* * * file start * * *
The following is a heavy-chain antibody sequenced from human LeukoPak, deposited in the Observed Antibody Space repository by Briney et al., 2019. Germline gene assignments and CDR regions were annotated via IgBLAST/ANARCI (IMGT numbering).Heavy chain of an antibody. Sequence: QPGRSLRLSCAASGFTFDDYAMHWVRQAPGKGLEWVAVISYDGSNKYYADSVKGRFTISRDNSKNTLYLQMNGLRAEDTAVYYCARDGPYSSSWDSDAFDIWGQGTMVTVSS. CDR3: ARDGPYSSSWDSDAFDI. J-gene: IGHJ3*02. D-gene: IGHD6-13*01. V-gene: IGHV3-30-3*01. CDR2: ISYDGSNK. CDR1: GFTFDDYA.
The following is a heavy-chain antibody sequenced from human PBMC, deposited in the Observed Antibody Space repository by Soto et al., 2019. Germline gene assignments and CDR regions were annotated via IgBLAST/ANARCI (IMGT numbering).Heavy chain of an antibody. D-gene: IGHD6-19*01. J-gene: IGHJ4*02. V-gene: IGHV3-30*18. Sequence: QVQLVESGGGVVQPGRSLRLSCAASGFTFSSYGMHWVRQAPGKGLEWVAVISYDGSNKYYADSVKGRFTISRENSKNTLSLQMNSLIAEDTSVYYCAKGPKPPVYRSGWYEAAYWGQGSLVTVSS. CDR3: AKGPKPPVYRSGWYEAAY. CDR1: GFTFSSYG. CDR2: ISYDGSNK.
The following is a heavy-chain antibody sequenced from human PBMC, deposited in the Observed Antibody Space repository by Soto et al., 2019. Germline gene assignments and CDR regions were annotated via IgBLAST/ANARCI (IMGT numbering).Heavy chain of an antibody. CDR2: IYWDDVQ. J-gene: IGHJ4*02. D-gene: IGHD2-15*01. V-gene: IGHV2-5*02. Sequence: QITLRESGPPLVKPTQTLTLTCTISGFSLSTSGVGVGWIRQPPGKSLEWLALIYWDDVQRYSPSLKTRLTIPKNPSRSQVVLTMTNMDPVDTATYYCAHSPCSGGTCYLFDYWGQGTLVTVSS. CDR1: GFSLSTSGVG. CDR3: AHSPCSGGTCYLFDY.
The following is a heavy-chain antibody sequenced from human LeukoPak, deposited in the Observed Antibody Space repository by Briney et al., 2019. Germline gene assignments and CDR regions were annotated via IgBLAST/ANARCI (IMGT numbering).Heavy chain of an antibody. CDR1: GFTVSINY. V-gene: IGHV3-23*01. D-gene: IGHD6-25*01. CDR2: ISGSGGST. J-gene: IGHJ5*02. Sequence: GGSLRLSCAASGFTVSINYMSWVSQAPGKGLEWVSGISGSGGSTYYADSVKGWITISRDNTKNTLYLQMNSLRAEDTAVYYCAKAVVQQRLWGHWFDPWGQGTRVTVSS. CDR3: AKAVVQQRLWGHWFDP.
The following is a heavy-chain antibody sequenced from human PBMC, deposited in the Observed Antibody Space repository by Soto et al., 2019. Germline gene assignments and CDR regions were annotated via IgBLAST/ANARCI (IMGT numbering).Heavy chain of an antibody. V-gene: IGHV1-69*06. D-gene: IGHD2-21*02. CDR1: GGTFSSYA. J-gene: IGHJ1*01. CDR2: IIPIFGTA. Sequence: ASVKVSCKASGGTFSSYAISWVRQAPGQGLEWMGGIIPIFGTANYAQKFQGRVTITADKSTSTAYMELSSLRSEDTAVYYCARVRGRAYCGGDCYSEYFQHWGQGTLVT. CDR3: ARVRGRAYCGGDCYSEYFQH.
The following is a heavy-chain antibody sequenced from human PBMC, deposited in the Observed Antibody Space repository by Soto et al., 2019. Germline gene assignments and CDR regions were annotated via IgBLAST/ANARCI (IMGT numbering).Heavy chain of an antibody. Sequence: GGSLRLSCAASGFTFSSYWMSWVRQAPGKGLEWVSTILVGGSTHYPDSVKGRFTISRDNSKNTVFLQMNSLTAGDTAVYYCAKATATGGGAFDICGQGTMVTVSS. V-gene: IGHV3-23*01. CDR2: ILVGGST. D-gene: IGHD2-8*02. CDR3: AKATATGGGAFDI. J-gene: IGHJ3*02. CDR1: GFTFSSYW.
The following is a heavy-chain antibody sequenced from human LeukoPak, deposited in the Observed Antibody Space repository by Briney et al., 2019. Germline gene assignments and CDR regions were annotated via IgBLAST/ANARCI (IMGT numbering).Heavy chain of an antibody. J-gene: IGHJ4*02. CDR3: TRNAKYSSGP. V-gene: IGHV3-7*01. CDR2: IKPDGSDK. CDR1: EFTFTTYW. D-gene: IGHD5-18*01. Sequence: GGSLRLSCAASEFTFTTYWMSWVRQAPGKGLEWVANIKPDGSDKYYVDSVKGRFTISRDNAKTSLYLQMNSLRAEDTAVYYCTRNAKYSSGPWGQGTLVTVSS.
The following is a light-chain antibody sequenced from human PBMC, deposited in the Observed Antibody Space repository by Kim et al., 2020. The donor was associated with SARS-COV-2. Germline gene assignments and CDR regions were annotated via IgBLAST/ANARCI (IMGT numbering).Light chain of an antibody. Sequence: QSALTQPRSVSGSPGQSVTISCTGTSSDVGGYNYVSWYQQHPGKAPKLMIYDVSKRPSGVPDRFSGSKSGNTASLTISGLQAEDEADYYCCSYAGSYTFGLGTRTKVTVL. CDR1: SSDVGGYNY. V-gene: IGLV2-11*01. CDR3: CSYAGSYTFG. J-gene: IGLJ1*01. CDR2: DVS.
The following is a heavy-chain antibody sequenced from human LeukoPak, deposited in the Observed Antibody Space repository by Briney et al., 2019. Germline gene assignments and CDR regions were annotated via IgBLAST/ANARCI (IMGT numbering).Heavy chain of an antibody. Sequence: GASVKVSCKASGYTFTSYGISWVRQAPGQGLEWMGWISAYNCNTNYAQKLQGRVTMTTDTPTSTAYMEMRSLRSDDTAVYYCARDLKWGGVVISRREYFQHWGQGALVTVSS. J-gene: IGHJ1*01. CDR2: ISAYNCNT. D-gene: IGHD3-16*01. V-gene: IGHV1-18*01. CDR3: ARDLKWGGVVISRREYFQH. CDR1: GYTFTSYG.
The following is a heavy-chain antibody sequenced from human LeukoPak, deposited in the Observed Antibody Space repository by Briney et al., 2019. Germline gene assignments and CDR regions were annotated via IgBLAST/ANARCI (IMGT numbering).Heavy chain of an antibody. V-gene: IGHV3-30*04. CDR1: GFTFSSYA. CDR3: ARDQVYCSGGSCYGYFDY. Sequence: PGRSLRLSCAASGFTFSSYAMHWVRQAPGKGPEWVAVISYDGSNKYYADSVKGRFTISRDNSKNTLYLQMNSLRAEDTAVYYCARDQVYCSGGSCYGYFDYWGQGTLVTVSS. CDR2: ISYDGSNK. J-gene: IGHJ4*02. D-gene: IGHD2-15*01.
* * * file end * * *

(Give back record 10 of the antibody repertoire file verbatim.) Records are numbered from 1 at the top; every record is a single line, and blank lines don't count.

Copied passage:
The following is a heavy-chain antibody sequenced from human LeukoPak, deposited in the Observed Antibody Space repository by Briney et al., 2019. Germline gene assignments and CDR regions were annotated via IgBLAST/ANARCI (IMGT numbering).Heavy chain of an antibody. V-gene: IGHV3-30*04. CDR1: GFTFSSYA. CDR3: ARDQVYCSGGSCYGYFDY. Sequence: PGRSLRLSCAASGFTFSSYAMHWVRQAPGKGPEWVAVISYDGSNKYYADSVKGRFTISRDNSKNTLYLQMNSLRAEDTAVYYCARDQVYCSGGSCYGYFDYWGQGTLVTVSS. CDR2: ISYDGSNK. J-gene: IGHJ4*02. D-gene: IGHD2-15*01.